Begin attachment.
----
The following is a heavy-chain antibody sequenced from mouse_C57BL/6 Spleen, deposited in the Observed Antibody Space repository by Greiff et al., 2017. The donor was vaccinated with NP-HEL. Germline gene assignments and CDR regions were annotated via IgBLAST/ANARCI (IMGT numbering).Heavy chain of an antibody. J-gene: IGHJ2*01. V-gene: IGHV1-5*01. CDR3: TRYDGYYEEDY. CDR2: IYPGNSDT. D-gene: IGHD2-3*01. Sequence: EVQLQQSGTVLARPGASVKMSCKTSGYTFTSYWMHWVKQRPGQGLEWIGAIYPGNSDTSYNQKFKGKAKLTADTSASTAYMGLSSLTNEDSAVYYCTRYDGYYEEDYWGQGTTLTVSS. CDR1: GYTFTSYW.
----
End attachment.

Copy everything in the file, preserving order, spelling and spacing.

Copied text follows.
The following is a heavy-chain antibody sequenced from mouse_C57BL/6 Spleen, deposited in the Observed Antibody Space repository by Greiff et al., 2017. The donor was vaccinated with NP-HEL. Germline gene assignments and CDR regions were annotated via IgBLAST/ANARCI (IMGT numbering).Heavy chain of an antibody. J-gene: IGHJ2*01. V-gene: IGHV1-5*01. CDR3: TRYDGYYEEDY. CDR2: IYPGNSDT. D-gene: IGHD2-3*01. Sequence: EVQLQQSGTVLARPGASVKMSCKTSGYTFTSYWMHWVKQRPGQGLEWIGAIYPGNSDTSYNQKFKGKAKLTADTSASTAYMGLSSLTNEDSAVYYCTRYDGYYEEDYWGQGTTLTVSS. CDR1: GYTFTSYW.